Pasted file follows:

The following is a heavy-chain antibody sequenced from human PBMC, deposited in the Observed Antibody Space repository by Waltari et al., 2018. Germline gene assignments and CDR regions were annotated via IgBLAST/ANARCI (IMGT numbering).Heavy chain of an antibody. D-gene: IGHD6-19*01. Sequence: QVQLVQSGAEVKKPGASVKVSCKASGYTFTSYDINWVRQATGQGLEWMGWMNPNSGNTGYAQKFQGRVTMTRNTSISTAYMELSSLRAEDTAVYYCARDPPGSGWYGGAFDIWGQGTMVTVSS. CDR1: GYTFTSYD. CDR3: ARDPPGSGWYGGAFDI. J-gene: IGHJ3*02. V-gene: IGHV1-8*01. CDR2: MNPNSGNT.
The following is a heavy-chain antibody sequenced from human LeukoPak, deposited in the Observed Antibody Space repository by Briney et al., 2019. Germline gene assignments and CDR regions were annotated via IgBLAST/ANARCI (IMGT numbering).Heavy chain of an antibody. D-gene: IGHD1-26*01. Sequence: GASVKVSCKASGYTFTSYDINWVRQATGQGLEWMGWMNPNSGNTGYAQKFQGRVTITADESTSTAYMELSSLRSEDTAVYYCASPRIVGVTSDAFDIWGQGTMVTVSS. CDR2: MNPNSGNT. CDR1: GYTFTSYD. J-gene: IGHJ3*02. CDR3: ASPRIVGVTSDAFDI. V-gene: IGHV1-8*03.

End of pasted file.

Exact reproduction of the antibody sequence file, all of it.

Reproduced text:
The following is a heavy-chain antibody sequenced from human PBMC, deposited in the Observed Antibody Space repository by Waltari et al., 2018. Germline gene assignments and CDR regions were annotated via IgBLAST/ANARCI (IMGT numbering).Heavy chain of an antibody. D-gene: IGHD6-19*01. Sequence: QVQLVQSGAEVKKPGASVKVSCKASGYTFTSYDINWVRQATGQGLEWMGWMNPNSGNTGYAQKFQGRVTMTRNTSISTAYMELSSLRAEDTAVYYCARDPPGSGWYGGAFDIWGQGTMVTVSS. CDR1: GYTFTSYD. CDR3: ARDPPGSGWYGGAFDI. J-gene: IGHJ3*02. V-gene: IGHV1-8*01. CDR2: MNPNSGNT.
The following is a heavy-chain antibody sequenced from human LeukoPak, deposited in the Observed Antibody Space repository by Briney et al., 2019. Germline gene assignments and CDR regions were annotated via IgBLAST/ANARCI (IMGT numbering).Heavy chain of an antibody. D-gene: IGHD1-26*01. Sequence: GASVKVSCKASGYTFTSYDINWVRQATGQGLEWMGWMNPNSGNTGYAQKFQGRVTITADESTSTAYMELSSLRSEDTAVYYCASPRIVGVTSDAFDIWGQGTMVTVSS. CDR2: MNPNSGNT. CDR1: GYTFTSYD. J-gene: IGHJ3*02. CDR3: ASPRIVGVTSDAFDI. V-gene: IGHV1-8*03.